National Theatre, London
Written by Shelagh Delaney
Directed by Bijan Sheibani
The 2014 season at the National Theatre could arguably be renamed “Unhappy Families, A Study On Parents And Daughters”. Whilst the Lear dynasty rages at each other in the Olivier, a far more recognisable family of modern Britons has lodged in the Lyttleton. Shelagh Delaney's A Taste Of Honey is her 1958 debut that paints a bleak tale of single parenthood in Salford, Lancashire.
It's a carefully crafted piece of theatre, all the more remarkable for having been penned by the 19 year-old Delaney who hailed from a working class Manchester background. In a literary era still dominated by a privileged patriarchy, that her work prevailed at all was due to the playwright’s nurturing by the remarkable Joan Littlewood. The play was first seen on the Theatre Royal stage at Stratford East and that Littlewood’s Oh What A Lovely War is currently in revival there, speaks volumes for the older woman’s theatrical energy and vision.
A Taste of Honey pivots around school-aged Josephine (Jo) and her mother Helen. Kate O'Flynn is Jo, giving a career defining performance that portrays the feisty girl who has never been shown maternal love, from petulant teenager through to the brink of motherhood. O'Flynn is at once naive, worldly and coquette. When her mother is besotted with latest suitor Peter, it is Jo‘s radar that detects the man is a serial cheating womaniser. When Jo does ultimately find an unconditional love from gay friend Geoffrey, O'Flynn's handling of her affection for the young man avoids all mawkish sentimentality. Hers is a complex role and in one of the finest performances currently to be found in London, she masters Jo's challenges superbly.
Lesley Sharp is Helen. Bitter and hard, more concerned with having a man in her arms than her daughter's welfare. Sharp is an expert foil to O'Flynn's teenage angst and her desperate love for her dishonest boyfriend could almost be pitiful. Delaney however is too smart to allow us any sympathy for the self-centred harridan and her final act of selfish cruelty towards her daughter is heart-breaking.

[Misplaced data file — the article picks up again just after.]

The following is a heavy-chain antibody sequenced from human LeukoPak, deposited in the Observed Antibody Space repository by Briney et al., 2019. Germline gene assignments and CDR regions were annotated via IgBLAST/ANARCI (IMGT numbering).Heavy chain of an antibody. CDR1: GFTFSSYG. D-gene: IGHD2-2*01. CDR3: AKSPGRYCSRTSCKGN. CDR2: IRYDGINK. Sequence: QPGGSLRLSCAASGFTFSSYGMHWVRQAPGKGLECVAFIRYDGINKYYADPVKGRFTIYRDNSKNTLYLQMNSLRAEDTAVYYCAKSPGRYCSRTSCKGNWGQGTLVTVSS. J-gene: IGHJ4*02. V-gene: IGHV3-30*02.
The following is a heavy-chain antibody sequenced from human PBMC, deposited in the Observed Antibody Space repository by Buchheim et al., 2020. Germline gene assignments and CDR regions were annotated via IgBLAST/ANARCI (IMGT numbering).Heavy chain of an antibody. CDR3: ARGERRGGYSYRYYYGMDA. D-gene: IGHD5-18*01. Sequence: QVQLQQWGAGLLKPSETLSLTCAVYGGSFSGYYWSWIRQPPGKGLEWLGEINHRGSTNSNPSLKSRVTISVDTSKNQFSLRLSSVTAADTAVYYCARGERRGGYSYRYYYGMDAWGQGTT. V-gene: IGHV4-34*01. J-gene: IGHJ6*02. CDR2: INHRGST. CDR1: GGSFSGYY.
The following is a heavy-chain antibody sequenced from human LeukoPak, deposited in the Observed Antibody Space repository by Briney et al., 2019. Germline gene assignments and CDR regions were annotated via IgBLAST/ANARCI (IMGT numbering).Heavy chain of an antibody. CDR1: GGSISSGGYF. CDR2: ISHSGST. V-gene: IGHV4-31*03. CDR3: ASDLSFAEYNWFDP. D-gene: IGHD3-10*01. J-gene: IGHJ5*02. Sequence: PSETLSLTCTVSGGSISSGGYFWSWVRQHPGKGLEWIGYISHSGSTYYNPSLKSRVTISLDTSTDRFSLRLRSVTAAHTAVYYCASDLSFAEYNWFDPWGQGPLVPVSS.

The support given by Harry Hepple's gold-hearted Geoffrey to the pregnant Jo has moments of true pathos, whilst Dean Lennox Kelly makes Peter every inch the drunken manipulative spiv. Jimmie, the father of Jo's child is a black sailor, fecklessly home on shore leave. The play is famed for addressing the issue of British racism at the time with the challenges that Jo will soon face as the white mother of a black child, yet these are only hinted at during the second act and the play’s unsatisfactory conclusion tests the limits of plausibility. That’s the only flaw mind, for otherwise Delaney’s writing is spot on. Eric Kofi Abrefa could make more of Jimmie. He recently shone in the National's The Amen Corner and Kofi Abrefa has more in the tank that can lift the seaman free of the cliché he currently suggests.
The back to back housing of a rain drenched industrial Manchester is cleverly evoked in Hildegard Bechtler’s design with a striking curtain image setting the scene pre-show. Our nation has moved on in 56 years. Illegitimacy is acceptable and though racism and homophobia still flourish in some quarters, much has been done to broaden the country’s attitudes towards diversity. A Taste Of Honey represents quality writing of a bygone era, with a memorable performance from O’Flynn. The NT would do well to send this one on tour, the regions deserve to see it.
Now booking until May 11th 2014